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  1. Vitalism and the Resistance to Experimentation on Life in the Eighteenth Century.Charles Wolfe - 2013 - Journal of the History of Biology 46 (2):255-282.
    There is a familiar opposition between a ‘Scientific Revolution’ ethos and practice of experimentation, including experimentation on life, and a ‘vitalist’ reaction to this outlook. The former is often allied with different forms of mechanism – if all of Nature obeys mechanical laws, including living bodies, ‘iatromechanism’ should encounter no obstructions in investigating the particularities of animal-machines – or with more chimiatric theories of life and matter, as in the ‘Oxford Physiologists’. The latter reaction also comes in different, perhaps irreducibly (...)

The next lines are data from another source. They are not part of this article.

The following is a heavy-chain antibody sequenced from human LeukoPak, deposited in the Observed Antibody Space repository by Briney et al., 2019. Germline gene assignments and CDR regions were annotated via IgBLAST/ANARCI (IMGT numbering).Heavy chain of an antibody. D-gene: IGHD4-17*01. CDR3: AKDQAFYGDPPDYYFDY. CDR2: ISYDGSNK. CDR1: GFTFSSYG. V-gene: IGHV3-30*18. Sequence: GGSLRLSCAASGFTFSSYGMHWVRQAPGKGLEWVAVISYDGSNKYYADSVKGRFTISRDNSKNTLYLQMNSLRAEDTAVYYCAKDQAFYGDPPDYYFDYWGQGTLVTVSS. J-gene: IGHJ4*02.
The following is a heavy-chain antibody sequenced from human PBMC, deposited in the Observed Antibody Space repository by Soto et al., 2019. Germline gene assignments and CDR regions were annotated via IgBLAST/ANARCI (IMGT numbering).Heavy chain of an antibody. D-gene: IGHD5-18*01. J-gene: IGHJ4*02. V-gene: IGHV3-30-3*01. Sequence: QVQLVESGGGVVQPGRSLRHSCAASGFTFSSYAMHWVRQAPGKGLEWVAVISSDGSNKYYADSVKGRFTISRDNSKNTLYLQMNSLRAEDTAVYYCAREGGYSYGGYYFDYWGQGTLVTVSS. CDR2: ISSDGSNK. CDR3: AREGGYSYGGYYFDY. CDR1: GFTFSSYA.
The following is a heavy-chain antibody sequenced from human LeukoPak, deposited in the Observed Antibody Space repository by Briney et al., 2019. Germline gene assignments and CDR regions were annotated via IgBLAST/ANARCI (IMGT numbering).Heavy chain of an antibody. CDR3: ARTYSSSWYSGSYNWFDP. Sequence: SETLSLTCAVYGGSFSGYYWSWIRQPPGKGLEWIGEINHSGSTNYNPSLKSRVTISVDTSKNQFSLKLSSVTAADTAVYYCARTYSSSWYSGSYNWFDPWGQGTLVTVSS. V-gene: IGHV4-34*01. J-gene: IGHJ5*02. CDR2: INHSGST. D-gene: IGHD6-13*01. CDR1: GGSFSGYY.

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  • Managing Expectations: Locke on the Material Mind and Moral Mediocrity.Catherine Wilson - 2016 - Royal Institute of Philosophy Supplement 78:127-146.
    Locke's insistence on the limits of knowledge and the of our epistemological equipment is well understood; it is rightly seen as integrated with his causal theory of ideas and his theory of judgment. Less attention has been paid to the mediocrity theme as it arises in his theory of moral agency. Locke sees definite limits to human willpower. This is in keeping with post-Puritan theology with its new emphasis on divine mercy as opposed to divine justice and recrimination. It also (...)
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